The most controversial changes to the St Emilion Premier Grand Cru Classe B classification in the eyes of some consumers and especially with the two estates who have held the level of Premier Grand Cru Classe A status since the classification was created, was the promotion of Chateau Angelus and Chateau Pavie to the same level held by Chateau Cheval Blanc and Chateau Ausone. Consumers are a fickle lot. In 20 years, my guess is, they will never remember a time when Pavie and Angelus were not St Emilion Premier Grand Cru Classe A chateau.
There were a few other, interesting surprises to the 2012 St. Emilion Classification. La Mondotte and Valandraud jumped from Grand Cru status to Premier Grand Cru Classe B! That has not happened before. With the exception of the initial 1955 classification, all chateaux moved from Grand Cru Classe to Premier Grand Cru Classe status. La Mondotte and Valandraud deserve their current level of classification. The wines are outstanding, commanding high prices from collectors. It’s important to understand that there are a few other properties making sublime wine that also deserve to be in this rarified club. For example, Tertre Roteboeuf. However, as they prefer marching to the beat of their own drummer, they are not willing to apply for the classification, so the point is moot.
The biggest change in St. Emilion, due to the classification of 2012 is that the Premier Grand Cru Classe chateaux no longer function as a group to promote the wines of St. Emilion. This is due to arguments between producers with both Premier Grand Cru Classe A and Premier Grand Cru Classe B status. It’s as complicated as it is sad.
The first year for the classification of St. Emilion wines took place in 1955. This was followed by updates in 1969, 1986, 1996, 2006 and 2012. The results for the most recent classification of St. Emilion wines were announced September, 2012. If you’re wondering how a classification that supposedly updated every 10 years makes changes ranging from 14 years to 6 years apart, please read this article for an explanation: List of current St. Emilion Classifications To read about The Grand Cru Classe Wines from St. Emilion
The 2012 St. Emilion classification included Premier Grand Cru Classe A, Premier Grand Cru Classe B and Grand Cru Classe wines. In the first classification of St. Emilion, 12 chateau were considered worthy of St. Emilion Premier Grand Cru Classe B status. That number has remained relatively constant, as only 14 estates were classed as St. Emilion Premier B in 2012. To achieve the level of St. Emilion Premier Grand Cru Classe B status, the properties needed to score a minimum of 16 out of 20 points using the following criteria.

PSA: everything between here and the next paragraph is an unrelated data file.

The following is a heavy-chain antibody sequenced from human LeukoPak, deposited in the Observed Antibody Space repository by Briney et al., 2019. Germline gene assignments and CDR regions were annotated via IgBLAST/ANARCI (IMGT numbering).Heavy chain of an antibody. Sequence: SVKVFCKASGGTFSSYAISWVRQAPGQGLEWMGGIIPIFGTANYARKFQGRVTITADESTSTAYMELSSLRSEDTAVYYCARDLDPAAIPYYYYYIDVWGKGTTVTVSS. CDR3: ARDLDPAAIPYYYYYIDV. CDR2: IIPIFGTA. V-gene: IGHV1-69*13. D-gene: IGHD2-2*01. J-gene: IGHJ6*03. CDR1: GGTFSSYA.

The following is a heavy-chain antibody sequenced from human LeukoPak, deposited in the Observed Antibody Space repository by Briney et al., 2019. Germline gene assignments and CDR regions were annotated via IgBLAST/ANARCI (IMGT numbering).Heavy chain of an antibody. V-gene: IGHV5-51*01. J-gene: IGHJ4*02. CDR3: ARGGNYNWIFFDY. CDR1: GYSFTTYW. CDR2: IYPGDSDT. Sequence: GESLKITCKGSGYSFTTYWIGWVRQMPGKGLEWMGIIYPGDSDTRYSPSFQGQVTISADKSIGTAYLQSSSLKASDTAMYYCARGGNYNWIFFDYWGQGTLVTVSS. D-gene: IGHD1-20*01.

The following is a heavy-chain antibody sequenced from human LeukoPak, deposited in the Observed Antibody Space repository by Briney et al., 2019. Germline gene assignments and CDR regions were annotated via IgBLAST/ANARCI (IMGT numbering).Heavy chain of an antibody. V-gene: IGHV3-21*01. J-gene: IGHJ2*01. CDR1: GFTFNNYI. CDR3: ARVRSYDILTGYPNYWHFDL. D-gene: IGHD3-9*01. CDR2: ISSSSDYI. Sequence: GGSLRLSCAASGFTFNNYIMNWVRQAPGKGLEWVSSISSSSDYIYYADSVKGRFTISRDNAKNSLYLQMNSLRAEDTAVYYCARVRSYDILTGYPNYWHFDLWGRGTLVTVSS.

The wineries were required to provide samples of the previous 15 vintages for blind tastings. Chateaux were judged on more than their wines. Numerous other factors were also considered. For example, for estates seeking Premier Grand Cru Classe status, the wines were only 30% of their total score. Chateau were also looked at on the basis of their image and reputation in the world marketplace which was 35% of their final score. Terroir and soil were also factors accounting for 30% of their score. The commercial practices of the property were looked at as well making up the remaining 5% of the score.
Even with such a small, exclusive group of wines like these, there are wide variances in quality between the wines. There are also major differences in prices paid for each wine. Regardless of what a body in France tells consumers what the best wines are, consumers know and they cast their powerful votes with their wallet. At least in my view, that is the only true classification. The best part of the marketplace classification is, it won’t take a panel of experts or a court order to change it, the market will set the price based on what it wants to pay.